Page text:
Tympanic Membrane

By

Dr. T. Balasubramanian M.S. D.L.O.

 






Tympanic membrane is also known as the ear drum. Anatomically it could be considered to be a part of the external ear since it is attached to the medial terminal end of the bony meatus. Functionally speaking it is part of the tympanic cavity.

It is more or less oval in shape (egg shaped). It is 9mm in diameter. Its broad portion lies superiorly. It is pearly white in color, thin and semitransparent. When viewed under illumination a trianglular cone of light (reflected light) is seen extending from the centre forwards and downwards. This reflection, or cone of light is due to the sectional shape of the membrane. The ear drum is set with an obliquity of about 55 degrees to the floor of the external meatus. The centre of the ear drum appears retracted, and is known as the umbo. This umbo lies at the apex of the cone of light. Visible as an ivory colored extension upwards from the umbo is the handle of the malleus. If the posterior portion of the membrane is transparent, then the image of the long process of the incus, and occasionally the stapedial tendon may also be seen.























Diagram of ear drum showing its various landmarks


The ear drum is composed of 3 layers. The outer layer is formed by stratified squamous epithelium, and is continuous with that of the external auditory canal. Any condition affecting the skin of the external canal will also affect the outer layer of the ear drum. Common conditions like dermatitis involving the skin of the external canal can also involve the outer layer of the ear drum. Embryologically outer layer of the ear drum developed from the ectoderm. Myringitis granulosa a common condition affecting the ear drum affects only the outer layer of the tympanic membrane. The middle and inner layers are not involved in this condition. It is commonly caused by infections arising from the external canal. Constant irritation of the ear drum due to presence of wax may also predispose to this condition. Another condition which involves the outer layer of the ear drum is Bullous myringitis. In this condition blebs may be seen in the outer layer of the ear drum. It is commonly caused by viral infections, or mycoplasma pneumonia. It may also be associated with middle ear effusion.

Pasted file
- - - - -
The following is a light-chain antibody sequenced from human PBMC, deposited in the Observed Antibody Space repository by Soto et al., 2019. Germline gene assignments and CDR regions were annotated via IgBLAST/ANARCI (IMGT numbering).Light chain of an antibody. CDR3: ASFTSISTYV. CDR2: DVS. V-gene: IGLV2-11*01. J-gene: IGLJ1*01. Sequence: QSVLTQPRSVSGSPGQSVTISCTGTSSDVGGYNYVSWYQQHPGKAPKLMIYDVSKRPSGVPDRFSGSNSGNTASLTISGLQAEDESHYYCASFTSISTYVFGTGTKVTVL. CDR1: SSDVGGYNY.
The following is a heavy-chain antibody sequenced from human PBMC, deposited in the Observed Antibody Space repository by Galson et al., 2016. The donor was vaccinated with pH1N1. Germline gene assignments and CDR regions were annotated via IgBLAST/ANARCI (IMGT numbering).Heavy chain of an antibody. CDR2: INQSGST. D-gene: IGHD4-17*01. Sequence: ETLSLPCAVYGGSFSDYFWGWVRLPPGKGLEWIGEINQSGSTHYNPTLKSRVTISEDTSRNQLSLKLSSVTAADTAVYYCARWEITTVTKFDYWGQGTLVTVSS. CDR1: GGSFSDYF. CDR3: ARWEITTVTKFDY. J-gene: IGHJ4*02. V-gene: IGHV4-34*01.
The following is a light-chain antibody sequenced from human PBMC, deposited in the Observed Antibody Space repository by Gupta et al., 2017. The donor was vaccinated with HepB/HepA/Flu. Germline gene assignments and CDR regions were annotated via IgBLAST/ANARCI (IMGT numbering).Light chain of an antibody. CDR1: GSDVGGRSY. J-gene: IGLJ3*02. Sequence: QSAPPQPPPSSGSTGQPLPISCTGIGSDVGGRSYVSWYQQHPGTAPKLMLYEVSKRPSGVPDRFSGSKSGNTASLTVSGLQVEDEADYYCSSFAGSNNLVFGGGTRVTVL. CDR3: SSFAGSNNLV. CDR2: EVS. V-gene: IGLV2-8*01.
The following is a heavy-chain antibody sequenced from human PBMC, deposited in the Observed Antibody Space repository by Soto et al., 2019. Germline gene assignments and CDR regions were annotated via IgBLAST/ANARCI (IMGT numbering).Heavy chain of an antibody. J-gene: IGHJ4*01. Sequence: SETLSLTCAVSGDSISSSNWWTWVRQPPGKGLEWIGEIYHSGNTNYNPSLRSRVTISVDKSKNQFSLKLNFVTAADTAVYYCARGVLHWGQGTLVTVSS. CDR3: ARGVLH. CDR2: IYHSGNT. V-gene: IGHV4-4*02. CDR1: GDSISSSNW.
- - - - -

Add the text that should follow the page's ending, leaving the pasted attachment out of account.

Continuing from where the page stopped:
Otoendoscopic view of normal ear drum























Myringitis granulosa
























Fig showing Bullous myringitis





The middle fibrous layer from which the ear drum derives its strength and resilience is derived from the mesoderm. This portion is infact sandwiched between the outer squamous lining derived from the ectoderm and inner mucosal lining of the middle ear cavity derived from the endoderm. The ectodermal and mesodermal components of the ear drum arise from the first branchial cleft, while the endodermal component is derived from the pharyngotympanic recess. The middle fibrous layer has two components: 1. radial and 2 circular fibres. The handle of the malleus lie between the middle fibrous layer and the inner mucosal layer of the ear drum. From the handle of the malleus the radial fibres of the middle fibrous layer radiate towards the circumferance of the ear drum. The circular fibres are more prominent and thickened along the circumference of the ear drum. The condensation of the circular fibres are fixed to the tympanic sulcus at the medial end of the external auditory canal. This middle firbous layer is absent in the attic area of the ear drum. The fibrocartilagenous ring and the fibrous layer of the ear drum are deficient superiorly. This deficient area is known as the notch of Rivinus. The attic portion of the ear drum which lack the middle layer is known as the pars flaccida, while the rest of the drum which has all the three layers is known as pars tensa. The chorda tympani nerve which is a branch of the facial nerve run between the middle fibrous and inner mucosal layers of the ear drum.